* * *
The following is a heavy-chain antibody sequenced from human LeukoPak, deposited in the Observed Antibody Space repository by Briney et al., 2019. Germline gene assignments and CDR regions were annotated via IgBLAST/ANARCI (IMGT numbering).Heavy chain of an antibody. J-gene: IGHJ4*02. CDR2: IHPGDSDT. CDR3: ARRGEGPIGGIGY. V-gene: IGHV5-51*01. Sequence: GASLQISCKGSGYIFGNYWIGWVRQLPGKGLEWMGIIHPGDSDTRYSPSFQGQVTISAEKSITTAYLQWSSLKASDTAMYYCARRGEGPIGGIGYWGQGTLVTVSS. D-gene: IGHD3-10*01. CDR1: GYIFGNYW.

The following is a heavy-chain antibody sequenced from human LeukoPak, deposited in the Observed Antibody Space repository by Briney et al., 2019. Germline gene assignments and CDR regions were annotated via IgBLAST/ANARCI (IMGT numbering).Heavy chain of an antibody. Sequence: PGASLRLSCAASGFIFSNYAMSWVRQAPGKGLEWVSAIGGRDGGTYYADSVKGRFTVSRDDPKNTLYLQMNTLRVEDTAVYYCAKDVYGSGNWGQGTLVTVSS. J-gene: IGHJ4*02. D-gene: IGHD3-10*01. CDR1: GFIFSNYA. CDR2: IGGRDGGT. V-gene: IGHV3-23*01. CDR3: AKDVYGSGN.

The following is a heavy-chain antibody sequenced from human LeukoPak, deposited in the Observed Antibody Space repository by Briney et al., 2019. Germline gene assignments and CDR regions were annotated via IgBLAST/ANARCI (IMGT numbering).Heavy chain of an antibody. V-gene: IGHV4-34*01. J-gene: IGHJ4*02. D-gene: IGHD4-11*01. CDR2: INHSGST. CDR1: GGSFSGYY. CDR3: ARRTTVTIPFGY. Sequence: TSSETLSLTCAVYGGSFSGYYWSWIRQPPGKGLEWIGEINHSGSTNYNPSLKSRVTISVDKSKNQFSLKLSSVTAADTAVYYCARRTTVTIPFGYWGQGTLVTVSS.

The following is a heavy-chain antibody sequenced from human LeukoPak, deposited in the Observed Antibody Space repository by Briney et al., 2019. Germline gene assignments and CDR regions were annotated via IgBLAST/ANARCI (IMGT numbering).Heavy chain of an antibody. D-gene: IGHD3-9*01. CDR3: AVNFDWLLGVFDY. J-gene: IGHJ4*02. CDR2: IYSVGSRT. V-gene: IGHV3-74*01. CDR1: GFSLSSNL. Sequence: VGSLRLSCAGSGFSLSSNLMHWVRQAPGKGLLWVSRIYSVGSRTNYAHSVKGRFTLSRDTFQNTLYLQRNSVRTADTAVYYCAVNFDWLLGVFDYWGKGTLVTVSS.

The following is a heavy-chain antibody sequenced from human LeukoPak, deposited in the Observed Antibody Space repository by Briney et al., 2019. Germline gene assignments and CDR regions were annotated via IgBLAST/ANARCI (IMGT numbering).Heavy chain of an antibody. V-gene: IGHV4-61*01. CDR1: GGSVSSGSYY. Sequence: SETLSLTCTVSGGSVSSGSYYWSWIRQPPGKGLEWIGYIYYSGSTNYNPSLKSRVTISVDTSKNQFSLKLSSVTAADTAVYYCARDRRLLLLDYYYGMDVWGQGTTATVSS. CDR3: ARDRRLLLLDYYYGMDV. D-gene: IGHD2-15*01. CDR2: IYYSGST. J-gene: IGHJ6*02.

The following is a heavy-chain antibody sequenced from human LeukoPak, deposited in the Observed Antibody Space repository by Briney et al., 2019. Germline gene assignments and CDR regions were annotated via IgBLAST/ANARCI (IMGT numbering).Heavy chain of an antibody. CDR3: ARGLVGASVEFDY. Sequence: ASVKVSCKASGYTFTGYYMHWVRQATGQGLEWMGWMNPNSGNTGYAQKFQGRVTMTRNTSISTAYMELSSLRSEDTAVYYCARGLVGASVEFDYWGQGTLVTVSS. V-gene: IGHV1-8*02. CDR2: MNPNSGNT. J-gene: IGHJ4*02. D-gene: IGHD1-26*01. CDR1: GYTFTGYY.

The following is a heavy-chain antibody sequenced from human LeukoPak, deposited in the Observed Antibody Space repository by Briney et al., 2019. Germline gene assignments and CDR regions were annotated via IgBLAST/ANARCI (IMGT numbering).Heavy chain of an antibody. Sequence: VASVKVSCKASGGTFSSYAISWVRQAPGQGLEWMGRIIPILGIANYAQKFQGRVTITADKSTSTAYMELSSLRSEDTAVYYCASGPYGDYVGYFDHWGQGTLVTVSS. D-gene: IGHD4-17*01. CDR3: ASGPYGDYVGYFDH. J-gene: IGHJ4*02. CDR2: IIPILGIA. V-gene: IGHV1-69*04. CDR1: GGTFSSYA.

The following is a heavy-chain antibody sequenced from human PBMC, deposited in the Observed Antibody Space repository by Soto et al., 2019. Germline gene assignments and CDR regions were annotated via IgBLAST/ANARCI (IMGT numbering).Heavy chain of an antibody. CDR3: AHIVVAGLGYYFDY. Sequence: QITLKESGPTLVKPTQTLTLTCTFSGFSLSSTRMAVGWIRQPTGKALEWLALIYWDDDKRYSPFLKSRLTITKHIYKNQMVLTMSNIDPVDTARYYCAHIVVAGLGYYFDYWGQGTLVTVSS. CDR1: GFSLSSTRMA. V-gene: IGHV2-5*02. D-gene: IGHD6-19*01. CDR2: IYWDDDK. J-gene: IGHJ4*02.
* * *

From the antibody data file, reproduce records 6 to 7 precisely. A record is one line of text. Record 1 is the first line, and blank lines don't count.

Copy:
The following is a heavy-chain antibody sequenced from human LeukoPak, deposited in the Observed Antibody Space repository by Briney et al., 2019. Germline gene assignments and CDR regions were annotated via IgBLAST/ANARCI (IMGT numbering).Heavy chain of an antibody. CDR3: ARGLVGASVEFDY. Sequence: ASVKVSCKASGYTFTGYYMHWVRQATGQGLEWMGWMNPNSGNTGYAQKFQGRVTMTRNTSISTAYMELSSLRSEDTAVYYCARGLVGASVEFDYWGQGTLVTVSS. V-gene: IGHV1-8*02. CDR2: MNPNSGNT. J-gene: IGHJ4*02. D-gene: IGHD1-26*01. CDR1: GYTFTGYY.

The following is a heavy-chain antibody sequenced from human LeukoPak, deposited in the Observed Antibody Space repository by Briney et al., 2019. Germline gene assignments and CDR regions were annotated via IgBLAST/ANARCI (IMGT numbering).Heavy chain of an antibody. Sequence: VASVKVSCKASGGTFSSYAISWVRQAPGQGLEWMGRIIPILGIANYAQKFQGRVTITADKSTSTAYMELSSLRSEDTAVYYCASGPYGDYVGYFDHWGQGTLVTVSS. D-gene: IGHD4-17*01. CDR3: ASGPYGDYVGYFDH. J-gene: IGHJ4*02. CDR2: IIPILGIA. V-gene: IGHV1-69*04. CDR1: GGTFSSYA.